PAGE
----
In The Sounds Of Jason Bourne's World, A Story Of Creation And Loss British composer John Powell swore off working on action movies for years, unsettled by their violence. The latest in the Bourne series, for which he's scored every film, marks his return.
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In The Sounds Of Jason Bourne's World, A Story Of Creation And Loss

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In The Sounds Of Jason Bourne's World, A Story Of Creation And Loss

In The Sounds Of Jason Bourne's World, A Story Of Creation And Loss

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SCOTT SIMON, HOST:

Jason Bourne is back. The character, created by Robert Ludlum, has populated 12 novels, a made-for-TV movie. And with this weekend's opening of "Jason Bourne" - five big screen adventures - the music for every one of the feature films is written by John Powell, not by BJ Liederman who writes our theme music. Like the protagonist that he helps propel, John Powell has faced some challenges, as Tim Greiving reports.

TIM GREIVING, BYLINE: John Powell's first full-length feature film assignment was the 1997 action movie "Face/Off."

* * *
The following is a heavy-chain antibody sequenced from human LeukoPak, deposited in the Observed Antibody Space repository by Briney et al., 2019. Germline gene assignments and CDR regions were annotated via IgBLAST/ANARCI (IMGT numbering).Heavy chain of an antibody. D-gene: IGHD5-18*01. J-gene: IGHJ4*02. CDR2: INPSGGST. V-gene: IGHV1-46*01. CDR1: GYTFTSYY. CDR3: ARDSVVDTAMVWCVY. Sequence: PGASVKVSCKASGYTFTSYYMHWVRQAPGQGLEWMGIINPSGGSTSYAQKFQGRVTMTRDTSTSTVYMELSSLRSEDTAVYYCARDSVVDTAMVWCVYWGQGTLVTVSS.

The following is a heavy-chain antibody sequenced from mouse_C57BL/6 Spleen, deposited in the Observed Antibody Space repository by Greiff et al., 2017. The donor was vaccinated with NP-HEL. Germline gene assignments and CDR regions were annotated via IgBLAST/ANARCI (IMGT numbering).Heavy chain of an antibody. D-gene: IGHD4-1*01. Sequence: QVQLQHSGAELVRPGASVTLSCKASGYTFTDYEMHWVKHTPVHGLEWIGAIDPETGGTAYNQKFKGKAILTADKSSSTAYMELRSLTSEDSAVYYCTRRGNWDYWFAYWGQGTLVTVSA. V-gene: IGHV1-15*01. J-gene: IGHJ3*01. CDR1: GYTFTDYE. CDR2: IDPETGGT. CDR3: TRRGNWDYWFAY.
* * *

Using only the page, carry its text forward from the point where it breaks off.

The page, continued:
(SOUNDBITE OF "FACE/OFF" FILM)

GREIVING: He followed that with more action, including The "Italian Job" and "Mr. & Mrs. Smith."

(SOUNDBITE OF "MR. AND MRS. SMITH" FILM)

GREIVING: But he hit his stride with the Bourne movies, starting with "The Bourne Identity" in 2002.

(SOUNDBITE OF "BOURNE IDENTITY" FILM)

GREIVING: The movies, and Powell's propulsive minimalistic music, had a big influence on the entire action genre from the "Fast & Furious" series to the Daniel Craig "James Bond" films. Then, six years, ago Powell stepped away.

(SOUNDBITE OF MUSIC)

JOHN POWELL: I didn't want to write music for movies where violence was the entertainment. The definition of what a violent film is in my head is one that where the violence is to achieve the hero's success.

GREIVING: So he turned to a very different genre, one in which he'd also worked, animated family features, including "Happy Feet," "Rio" and his Oscar-nominated score for "How To Train Your Dragon."

(SOUNDBITE OF "HOW TO TRAIN YOUR DRAGON" FILM)

GREIVING: Powell's come back to Jason Bourne because he insists the widowed assassin with amnesia isn't your typical action hero.

POWELL: Jason Bourne has always been a victim of violence. I mean, I always felt from film number one that the character was never instigating violence. He was never doing it in any other way other than to try and find out what the hell happened to him.

(SOUNDBITE OF MUSIC)

GREIVING: "Jason Bourne" is also Powell's first movie project since he finished his first major work for the concert hall. His oratorio "A Prussian Requiem" had its world premiere in London in March at a concert commemorating the 100th anniversary of World War I. The piece was Powell's attempt to come to musical terms with what plunged the world into such unprecedented violence.